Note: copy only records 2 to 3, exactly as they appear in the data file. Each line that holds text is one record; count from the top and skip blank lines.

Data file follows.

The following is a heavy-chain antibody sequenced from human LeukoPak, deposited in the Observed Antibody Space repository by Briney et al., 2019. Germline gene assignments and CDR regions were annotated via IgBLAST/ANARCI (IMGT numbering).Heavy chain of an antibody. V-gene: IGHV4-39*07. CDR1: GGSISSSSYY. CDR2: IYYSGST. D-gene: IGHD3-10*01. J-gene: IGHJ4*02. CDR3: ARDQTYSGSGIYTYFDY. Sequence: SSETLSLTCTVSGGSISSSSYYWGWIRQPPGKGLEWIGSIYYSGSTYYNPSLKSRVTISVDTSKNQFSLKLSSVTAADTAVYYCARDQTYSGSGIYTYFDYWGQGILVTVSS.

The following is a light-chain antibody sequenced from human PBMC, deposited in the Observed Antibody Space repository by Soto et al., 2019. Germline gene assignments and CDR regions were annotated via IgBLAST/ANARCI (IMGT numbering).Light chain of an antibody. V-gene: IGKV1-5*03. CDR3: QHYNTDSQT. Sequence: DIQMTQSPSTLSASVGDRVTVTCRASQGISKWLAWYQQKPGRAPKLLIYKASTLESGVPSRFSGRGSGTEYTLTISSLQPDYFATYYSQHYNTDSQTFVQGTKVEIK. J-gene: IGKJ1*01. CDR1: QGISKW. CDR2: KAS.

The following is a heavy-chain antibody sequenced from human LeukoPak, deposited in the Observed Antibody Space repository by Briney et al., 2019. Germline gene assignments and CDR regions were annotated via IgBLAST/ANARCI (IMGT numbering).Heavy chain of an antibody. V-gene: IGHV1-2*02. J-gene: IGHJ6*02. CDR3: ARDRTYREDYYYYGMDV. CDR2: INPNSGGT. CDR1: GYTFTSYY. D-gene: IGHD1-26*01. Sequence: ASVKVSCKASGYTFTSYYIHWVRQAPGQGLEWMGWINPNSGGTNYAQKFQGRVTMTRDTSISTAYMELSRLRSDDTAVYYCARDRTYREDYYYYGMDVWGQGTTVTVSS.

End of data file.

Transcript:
The following is a light-chain antibody sequenced from human PBMC, deposited in the Observed Antibody Space repository by Soto et al., 2019. Germline gene assignments and CDR regions were annotated via IgBLAST/ANARCI (IMGT numbering).Light chain of an antibody. V-gene: IGKV1-5*03. CDR3: QHYNTDSQT. Sequence: DIQMTQSPSTLSASVGDRVTVTCRASQGISKWLAWYQQKPGRAPKLLIYKASTLESGVPSRFSGRGSGTEYTLTISSLQPDYFATYYSQHYNTDSQTFVQGTKVEIK. J-gene: IGKJ1*01. CDR1: QGISKW. CDR2: KAS.

The following is a heavy-chain antibody sequenced from human LeukoPak, deposited in the Observed Antibody Space repository by Briney et al., 2019. Germline gene assignments and CDR regions were annotated via IgBLAST/ANARCI (IMGT numbering).Heavy chain of an antibody. V-gene: IGHV1-2*02. J-gene: IGHJ6*02. CDR3: ARDRTYREDYYYYGMDV. CDR2: INPNSGGT. CDR1: GYTFTSYY. D-gene: IGHD1-26*01. Sequence: ASVKVSCKASGYTFTSYYIHWVRQAPGQGLEWMGWINPNSGGTNYAQKFQGRVTMTRDTSISTAYMELSRLRSDDTAVYYCARDRTYREDYYYYGMDVWGQGTTVTVSS.